My Seven Cents

About two years ago, I gave myself permission to impulsively buy art at a nonprofit event. Normally, I tightly control my giving, but this was a moment where I was able to be spontaneous—only because earlier that year I wrote down my giving intentions, including to be more spontaneous with my giving. Yikes. Today, I think I blew it.

Are You in Control of Your Giving?

The Whole Foods cashier couldn’t get past my tight control. “Sir, would you like to round up your purchase to an even $10 by donating seven pennies to helping the Whole Kids Foundation?” “No,” I barked. This should have been the perfect win-win merger: my OCD tendencies (a clean $10 instead of $9.93) and an insanely modest random act of kindness. Yet, my stubborn addiction to being in full control of my charitable giving defeated the spontaneous giver in me.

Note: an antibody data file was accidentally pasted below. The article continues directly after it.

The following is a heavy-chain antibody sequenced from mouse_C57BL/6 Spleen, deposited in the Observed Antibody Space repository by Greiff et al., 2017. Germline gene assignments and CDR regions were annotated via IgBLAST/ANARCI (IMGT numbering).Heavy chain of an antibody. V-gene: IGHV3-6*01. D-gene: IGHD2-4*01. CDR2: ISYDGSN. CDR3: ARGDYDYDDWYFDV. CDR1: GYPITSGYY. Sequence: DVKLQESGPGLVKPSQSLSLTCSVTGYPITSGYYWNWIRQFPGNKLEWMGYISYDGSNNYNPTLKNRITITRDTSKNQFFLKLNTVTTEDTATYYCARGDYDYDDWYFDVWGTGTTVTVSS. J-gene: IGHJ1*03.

Embedded Giving

This type of charitable donation is known as “embedded giving.” With embedded giving, we don’t get to plan out the gift, nor do we receive a tax deduction, nor do we get to rub elbows with celebrities or be recognized by peers, etc. At a store register, giving a few pennies to charity means you receive absolutely no public recognition, no thank-you letters and no calls from a development committee. At best, you get a quick thanks and a smile from a clerk who is most likely asking hundreds of people per day for those same pennies. But, those pennies can add up to thousands of dollars. With the Whole Foods Foundation, it’s creating better nutrition habits for thousands of kids.

Don’t get me wrong. I will continue to focus on planned charitable giving that is in clear view of my peers. To balance things out, though, I am going to see how it feels to give when there is no one watching and there’s no opportunity to rub elbows with Neil Patrick Harris.

Happy giving.

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